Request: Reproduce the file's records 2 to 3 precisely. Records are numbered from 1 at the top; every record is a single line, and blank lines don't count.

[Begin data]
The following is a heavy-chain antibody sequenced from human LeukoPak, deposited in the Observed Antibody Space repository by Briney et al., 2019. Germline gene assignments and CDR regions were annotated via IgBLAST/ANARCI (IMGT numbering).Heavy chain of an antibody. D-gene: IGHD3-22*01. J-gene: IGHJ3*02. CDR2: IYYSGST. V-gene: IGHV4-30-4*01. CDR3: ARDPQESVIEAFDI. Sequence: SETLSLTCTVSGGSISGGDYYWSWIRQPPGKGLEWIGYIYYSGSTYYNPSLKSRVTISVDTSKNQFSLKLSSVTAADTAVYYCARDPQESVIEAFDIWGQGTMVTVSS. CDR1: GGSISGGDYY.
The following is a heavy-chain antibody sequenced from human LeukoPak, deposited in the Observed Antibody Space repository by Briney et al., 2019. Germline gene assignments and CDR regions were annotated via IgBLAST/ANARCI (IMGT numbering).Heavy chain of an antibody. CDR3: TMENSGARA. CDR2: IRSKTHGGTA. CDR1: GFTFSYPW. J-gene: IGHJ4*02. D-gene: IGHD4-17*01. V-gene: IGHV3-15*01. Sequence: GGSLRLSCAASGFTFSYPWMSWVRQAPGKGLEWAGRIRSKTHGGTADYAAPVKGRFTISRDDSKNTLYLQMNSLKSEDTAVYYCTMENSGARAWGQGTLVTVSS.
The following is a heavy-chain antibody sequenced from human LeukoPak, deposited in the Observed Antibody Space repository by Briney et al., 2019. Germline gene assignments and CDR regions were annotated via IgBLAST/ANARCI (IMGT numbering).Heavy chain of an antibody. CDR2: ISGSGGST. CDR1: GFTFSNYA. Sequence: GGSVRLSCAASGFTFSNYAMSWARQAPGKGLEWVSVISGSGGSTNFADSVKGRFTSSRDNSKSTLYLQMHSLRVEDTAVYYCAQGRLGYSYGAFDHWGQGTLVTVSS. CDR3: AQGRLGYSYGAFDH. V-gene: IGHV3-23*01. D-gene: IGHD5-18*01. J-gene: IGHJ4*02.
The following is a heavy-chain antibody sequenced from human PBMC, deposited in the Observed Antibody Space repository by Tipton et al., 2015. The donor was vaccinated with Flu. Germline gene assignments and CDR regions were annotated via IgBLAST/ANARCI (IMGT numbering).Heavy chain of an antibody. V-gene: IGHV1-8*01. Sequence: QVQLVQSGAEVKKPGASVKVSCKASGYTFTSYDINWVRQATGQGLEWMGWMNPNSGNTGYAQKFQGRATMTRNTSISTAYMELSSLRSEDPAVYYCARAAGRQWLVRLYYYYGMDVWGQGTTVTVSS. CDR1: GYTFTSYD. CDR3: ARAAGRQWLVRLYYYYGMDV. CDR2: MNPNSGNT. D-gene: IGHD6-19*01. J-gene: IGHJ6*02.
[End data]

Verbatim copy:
The following is a heavy-chain antibody sequenced from human LeukoPak, deposited in the Observed Antibody Space repository by Briney et al., 2019. Germline gene assignments and CDR regions were annotated via IgBLAST/ANARCI (IMGT numbering).Heavy chain of an antibody. CDR3: TMENSGARA. CDR2: IRSKTHGGTA. CDR1: GFTFSYPW. J-gene: IGHJ4*02. D-gene: IGHD4-17*01. V-gene: IGHV3-15*01. Sequence: GGSLRLSCAASGFTFSYPWMSWVRQAPGKGLEWAGRIRSKTHGGTADYAAPVKGRFTISRDDSKNTLYLQMNSLKSEDTAVYYCTMENSGARAWGQGTLVTVSS.
The following is a heavy-chain antibody sequenced from human LeukoPak, deposited in the Observed Antibody Space repository by Briney et al., 2019. Germline gene assignments and CDR regions were annotated via IgBLAST/ANARCI (IMGT numbering).Heavy chain of an antibody. CDR2: ISGSGGST. CDR1: GFTFSNYA. Sequence: GGSVRLSCAASGFTFSNYAMSWARQAPGKGLEWVSVISGSGGSTNFADSVKGRFTSSRDNSKSTLYLQMHSLRVEDTAVYYCAQGRLGYSYGAFDHWGQGTLVTVSS. CDR3: AQGRLGYSYGAFDH. V-gene: IGHV3-23*01. D-gene: IGHD5-18*01. J-gene: IGHJ4*02.